Torre et al.7 assessed 77 patients. There were no deaths during the study period. Twenty-eight of 40 patients (70%) randomised to TMP-SMX had a good clinical response compared with 26 (70%) of 37 patients randomised to P+S (RR 1.0, 95% CI 0.74 - 1.33). Twenty-seven patients (68%) randomised to TMP-SMX and 23 (62%) randomised to P+S had a good radiological outcome (RR 1.09, 95% CI 0.78 - 1.51). Five patients (12%) randomised to TMP-SMX and 8 patients (22%) randomised to P+S experienced an adverse event (RR 0.58, 95% CI 0.21 - 1.61). Skin rash was significantly more common with P+S.

We also compared patients who received TMP-SMX or P+C with patients who received P+S. There was no statistically significant difference for death (RR 1.51, 95% CI 0.86 - 2.67).

 

Discussion

Because of the small number of studies in the final analysis it was not possible to conduct subanalysis of studies. Two studies (Dannemann et al.5 and Katlama et al.6) compared P+C with P+S. These were analysed together for death, radiological response, and adverse events. The pooled analysis for mortality, radiological outcomes and adverse events revealed no differences between the two treatments. Only Danneman et al.5 was analysed for clinical response, but no difference was found between the two treatments. Therefore P+S and P+C can be considered equivalent for the treatment of acute TE in HIV-infected individuals.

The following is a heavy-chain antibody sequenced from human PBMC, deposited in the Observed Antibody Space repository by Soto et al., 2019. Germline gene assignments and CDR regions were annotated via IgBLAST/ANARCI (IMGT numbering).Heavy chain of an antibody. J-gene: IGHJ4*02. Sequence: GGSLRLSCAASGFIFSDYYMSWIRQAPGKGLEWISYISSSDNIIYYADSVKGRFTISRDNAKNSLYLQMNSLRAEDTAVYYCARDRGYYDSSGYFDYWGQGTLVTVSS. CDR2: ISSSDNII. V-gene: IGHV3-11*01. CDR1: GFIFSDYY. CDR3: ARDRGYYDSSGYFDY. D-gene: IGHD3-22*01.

One of the aims of the review was to identify treatments that would be suitable for resource-poor settings where sulfadiazine is often not available despite being on the World Health Organization essential drugs list (complementary list).8 TMP-SMX was compared with P+S by Torre et al.7 and was not found to be inferior. From this one study the evidence suggests that TMP-SMX, which is cheap and readily available in developing countries, may be suitable first-line therapy for acute TE in HIV-infected individuals. In South Africa TMP-SMX is already recommended in the standard treatment guidelines9 and essential drugs list as first-line treatment for TE.

The available evidence fails to identify any one superior regimen for the treatment of TE. No significant difference was found between the different treatment regimens. The choice of therapy will often be directed by available therapy. Given the current evidence, TMP-SMX appears to be an effective alternative therapy to P+S for TE in resource-poor settings.